Should the Government feed poor kids? Marcus Rashford thought so. Few will be unaware of the petition launched by the Manchester United and England footballer in favour of extending free school meals provision during the holidays. More than a million people signed it. The Government rejected the idea.
Until this weekend. At which point a screeching U-turn was performed — though this may have been lost amid the hubbub in America. Now, free school meals will be provided to eligible children during the Easter, summer and Christmas breaks next year.
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The debate, as it raged over the past months, was partly philosophical: is it correct for the state to step in where parents have failed, either through neglect, poverty or sheer ill fortune? The Conservative MP Brendan Clarke-Smith, taking the argument for personal responsibility to its logical conclusion, provoked mirth by telling the Commons that he didn’t believe in “nationalising children”.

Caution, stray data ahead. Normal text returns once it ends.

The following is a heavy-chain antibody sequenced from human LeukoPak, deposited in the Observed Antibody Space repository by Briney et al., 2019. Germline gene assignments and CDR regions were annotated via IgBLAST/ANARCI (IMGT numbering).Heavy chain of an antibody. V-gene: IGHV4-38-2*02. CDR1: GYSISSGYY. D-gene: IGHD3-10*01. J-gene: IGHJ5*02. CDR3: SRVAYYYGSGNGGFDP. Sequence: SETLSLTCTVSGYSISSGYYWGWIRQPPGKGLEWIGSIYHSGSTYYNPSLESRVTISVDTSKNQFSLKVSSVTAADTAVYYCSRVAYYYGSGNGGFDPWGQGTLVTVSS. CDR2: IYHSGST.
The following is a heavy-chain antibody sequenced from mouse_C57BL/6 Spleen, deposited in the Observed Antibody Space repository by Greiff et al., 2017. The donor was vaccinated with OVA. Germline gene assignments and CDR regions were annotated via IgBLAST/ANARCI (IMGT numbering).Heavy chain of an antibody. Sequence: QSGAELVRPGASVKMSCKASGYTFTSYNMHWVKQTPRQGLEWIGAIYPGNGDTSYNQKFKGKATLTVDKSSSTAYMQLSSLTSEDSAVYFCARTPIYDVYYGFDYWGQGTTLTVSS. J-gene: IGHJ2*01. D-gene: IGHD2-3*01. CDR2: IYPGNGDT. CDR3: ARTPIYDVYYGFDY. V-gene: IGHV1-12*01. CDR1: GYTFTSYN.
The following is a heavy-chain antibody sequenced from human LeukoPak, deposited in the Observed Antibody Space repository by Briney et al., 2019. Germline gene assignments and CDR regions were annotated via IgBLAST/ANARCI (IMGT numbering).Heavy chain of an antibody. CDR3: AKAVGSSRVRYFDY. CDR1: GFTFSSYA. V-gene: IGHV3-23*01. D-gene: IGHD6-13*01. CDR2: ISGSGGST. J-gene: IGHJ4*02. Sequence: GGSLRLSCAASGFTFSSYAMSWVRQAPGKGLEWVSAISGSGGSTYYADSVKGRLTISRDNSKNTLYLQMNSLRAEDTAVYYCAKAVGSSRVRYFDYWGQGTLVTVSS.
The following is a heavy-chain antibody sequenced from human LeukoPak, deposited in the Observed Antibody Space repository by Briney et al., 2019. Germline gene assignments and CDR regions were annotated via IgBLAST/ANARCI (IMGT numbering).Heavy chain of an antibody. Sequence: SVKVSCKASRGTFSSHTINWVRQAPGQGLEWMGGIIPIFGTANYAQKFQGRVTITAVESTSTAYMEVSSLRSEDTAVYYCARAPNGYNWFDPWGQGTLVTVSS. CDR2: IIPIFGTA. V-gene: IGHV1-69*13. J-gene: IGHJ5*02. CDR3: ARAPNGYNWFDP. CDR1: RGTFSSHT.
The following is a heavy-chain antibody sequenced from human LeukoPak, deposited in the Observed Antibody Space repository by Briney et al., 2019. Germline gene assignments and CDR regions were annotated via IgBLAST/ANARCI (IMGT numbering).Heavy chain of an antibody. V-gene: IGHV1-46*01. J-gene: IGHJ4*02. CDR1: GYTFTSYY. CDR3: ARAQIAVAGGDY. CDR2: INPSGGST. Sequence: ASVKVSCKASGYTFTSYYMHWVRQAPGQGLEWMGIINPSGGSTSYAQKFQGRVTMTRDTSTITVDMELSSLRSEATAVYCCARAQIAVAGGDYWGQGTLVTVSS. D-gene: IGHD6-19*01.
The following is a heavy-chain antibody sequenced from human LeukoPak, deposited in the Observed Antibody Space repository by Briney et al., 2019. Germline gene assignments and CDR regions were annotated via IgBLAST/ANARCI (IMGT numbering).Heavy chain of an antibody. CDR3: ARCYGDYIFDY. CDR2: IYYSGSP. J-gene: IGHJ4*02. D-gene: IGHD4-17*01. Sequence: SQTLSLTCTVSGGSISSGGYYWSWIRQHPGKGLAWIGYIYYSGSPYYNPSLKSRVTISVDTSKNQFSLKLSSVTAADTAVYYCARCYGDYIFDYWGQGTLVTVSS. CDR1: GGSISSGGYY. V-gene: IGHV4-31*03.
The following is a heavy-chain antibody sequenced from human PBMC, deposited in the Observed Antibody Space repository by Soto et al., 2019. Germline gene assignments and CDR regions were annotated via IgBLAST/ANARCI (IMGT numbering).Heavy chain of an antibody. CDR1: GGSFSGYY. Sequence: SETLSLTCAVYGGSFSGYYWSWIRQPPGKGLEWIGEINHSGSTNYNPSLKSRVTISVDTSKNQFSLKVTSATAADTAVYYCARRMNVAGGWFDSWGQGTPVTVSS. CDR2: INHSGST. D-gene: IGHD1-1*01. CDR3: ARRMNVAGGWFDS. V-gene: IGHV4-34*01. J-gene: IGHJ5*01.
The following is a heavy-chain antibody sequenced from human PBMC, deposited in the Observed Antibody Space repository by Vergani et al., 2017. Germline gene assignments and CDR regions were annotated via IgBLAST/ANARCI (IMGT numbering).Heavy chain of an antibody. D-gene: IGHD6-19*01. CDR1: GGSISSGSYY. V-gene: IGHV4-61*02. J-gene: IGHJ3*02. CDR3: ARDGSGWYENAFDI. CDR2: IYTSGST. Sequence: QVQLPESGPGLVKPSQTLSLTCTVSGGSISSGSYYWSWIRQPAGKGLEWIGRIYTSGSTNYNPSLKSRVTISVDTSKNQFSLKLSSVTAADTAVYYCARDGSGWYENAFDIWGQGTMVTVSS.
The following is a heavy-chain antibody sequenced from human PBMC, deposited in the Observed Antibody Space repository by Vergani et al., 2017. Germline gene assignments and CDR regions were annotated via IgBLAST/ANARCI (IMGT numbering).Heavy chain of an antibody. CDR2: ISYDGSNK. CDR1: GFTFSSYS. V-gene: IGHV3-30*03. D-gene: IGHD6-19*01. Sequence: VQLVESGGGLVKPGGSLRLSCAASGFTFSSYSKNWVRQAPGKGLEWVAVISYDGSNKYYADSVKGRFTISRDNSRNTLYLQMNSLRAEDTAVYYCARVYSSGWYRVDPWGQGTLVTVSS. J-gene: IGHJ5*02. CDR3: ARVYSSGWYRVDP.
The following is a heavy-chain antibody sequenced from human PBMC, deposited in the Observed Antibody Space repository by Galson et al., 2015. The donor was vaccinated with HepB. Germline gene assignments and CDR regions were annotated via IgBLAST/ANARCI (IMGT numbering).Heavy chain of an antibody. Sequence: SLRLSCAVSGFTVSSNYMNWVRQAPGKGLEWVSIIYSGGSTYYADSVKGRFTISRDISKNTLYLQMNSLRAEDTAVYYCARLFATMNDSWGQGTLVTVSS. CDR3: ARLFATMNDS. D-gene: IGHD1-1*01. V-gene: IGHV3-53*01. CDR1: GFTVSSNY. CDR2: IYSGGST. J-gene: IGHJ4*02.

Another feature of the argument — and a frequent component of all such ideological wrangling — was the light it shone on what politicians and commentators would define as food poverty in contemporary Britain. Indeed, some of those opposed to Labour’s motion clamoured to demonstrate that it is possible to eat well on a shoestring and that food poverty is more often a consequence of irresponsible choices than genuine financial hardship.
When I was researching a book on low-wage Britain, I stumbled across an article in the Daily Mail about a woman who managed to survive on £1 a day. “Frugal Kath Kelly, 51, ate at free buffets, shopped at church jumble sales and scrounged leftovers from grocery stores and restaurants,” ran the story. “She even collected a staggering £117 in loose change dropped in the street.”